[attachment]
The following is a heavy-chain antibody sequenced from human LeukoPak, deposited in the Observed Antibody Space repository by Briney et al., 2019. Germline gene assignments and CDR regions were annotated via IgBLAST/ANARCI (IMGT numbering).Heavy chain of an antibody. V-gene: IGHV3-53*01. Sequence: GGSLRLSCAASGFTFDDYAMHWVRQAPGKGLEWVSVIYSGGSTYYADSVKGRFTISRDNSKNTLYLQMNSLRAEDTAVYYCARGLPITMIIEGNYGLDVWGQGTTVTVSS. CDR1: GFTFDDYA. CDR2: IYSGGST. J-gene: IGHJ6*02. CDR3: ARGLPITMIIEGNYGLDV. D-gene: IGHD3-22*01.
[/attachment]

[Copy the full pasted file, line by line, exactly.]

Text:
The following is a heavy-chain antibody sequenced from human LeukoPak, deposited in the Observed Antibody Space repository by Briney et al., 2019. Germline gene assignments and CDR regions were annotated via IgBLAST/ANARCI (IMGT numbering).Heavy chain of an antibody. V-gene: IGHV3-53*01. Sequence: GGSLRLSCAASGFTFDDYAMHWVRQAPGKGLEWVSVIYSGGSTYYADSVKGRFTISRDNSKNTLYLQMNSLRAEDTAVYYCARGLPITMIIEGNYGLDVWGQGTTVTVSS. CDR1: GFTFDDYA. CDR2: IYSGGST. J-gene: IGHJ6*02. CDR3: ARGLPITMIIEGNYGLDV. D-gene: IGHD3-22*01.